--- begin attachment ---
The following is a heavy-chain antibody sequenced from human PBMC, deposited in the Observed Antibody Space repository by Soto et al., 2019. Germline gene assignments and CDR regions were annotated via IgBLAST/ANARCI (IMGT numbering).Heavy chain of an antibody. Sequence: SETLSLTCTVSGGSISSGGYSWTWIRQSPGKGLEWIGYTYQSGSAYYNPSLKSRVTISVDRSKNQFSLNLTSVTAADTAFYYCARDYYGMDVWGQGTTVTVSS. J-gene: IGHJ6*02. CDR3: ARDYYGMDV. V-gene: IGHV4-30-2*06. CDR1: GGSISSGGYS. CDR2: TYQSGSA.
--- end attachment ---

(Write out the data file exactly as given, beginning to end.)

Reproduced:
The following is a heavy-chain antibody sequenced from human PBMC, deposited in the Observed Antibody Space repository by Soto et al., 2019. Germline gene assignments and CDR regions were annotated via IgBLAST/ANARCI (IMGT numbering).Heavy chain of an antibody. Sequence: SETLSLTCTVSGGSISSGGYSWTWIRQSPGKGLEWIGYTYQSGSAYYNPSLKSRVTISVDRSKNQFSLNLTSVTAADTAFYYCARDYYGMDVWGQGTTVTVSS. J-gene: IGHJ6*02. CDR3: ARDYYGMDV. V-gene: IGHV4-30-2*06. CDR1: GGSISSGGYS. CDR2: TYQSGSA.